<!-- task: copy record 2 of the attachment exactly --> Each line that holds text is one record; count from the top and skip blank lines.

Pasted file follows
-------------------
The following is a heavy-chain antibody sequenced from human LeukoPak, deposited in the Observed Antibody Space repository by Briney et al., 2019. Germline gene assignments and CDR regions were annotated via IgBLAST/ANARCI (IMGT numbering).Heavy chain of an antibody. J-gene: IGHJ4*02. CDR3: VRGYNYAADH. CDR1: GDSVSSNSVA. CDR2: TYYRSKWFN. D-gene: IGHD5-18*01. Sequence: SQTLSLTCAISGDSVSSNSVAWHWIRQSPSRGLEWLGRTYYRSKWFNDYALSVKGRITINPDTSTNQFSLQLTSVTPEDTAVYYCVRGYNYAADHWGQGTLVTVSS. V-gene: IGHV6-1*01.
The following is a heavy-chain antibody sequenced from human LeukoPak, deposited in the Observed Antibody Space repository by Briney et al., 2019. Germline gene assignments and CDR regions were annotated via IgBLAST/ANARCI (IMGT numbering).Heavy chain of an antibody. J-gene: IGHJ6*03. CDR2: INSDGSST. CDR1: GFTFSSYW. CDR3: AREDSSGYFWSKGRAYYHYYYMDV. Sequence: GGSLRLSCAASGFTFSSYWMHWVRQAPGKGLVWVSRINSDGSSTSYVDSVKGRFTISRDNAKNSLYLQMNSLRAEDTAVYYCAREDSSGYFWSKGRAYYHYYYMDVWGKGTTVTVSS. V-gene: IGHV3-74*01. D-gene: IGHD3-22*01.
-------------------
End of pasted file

The following is a heavy-chain antibody sequenced from human LeukoPak, deposited in the Observed Antibody Space repository by Briney et al., 2019. Germline gene assignments and CDR regions were annotated via IgBLAST/ANARCI (IMGT numbering).Heavy chain of an antibody. J-gene: IGHJ6*03. CDR2: INSDGSST. CDR1: GFTFSSYW. CDR3: AREDSSGYFWSKGRAYYHYYYMDV. Sequence: GGSLRLSCAASGFTFSSYWMHWVRQAPGKGLVWVSRINSDGSSTSYVDSVKGRFTISRDNAKNSLYLQMNSLRAEDTAVYYCAREDSSGYFWSKGRAYYHYYYMDVWGKGTTVTVSS. V-gene: IGHV3-74*01. D-gene: IGHD3-22*01.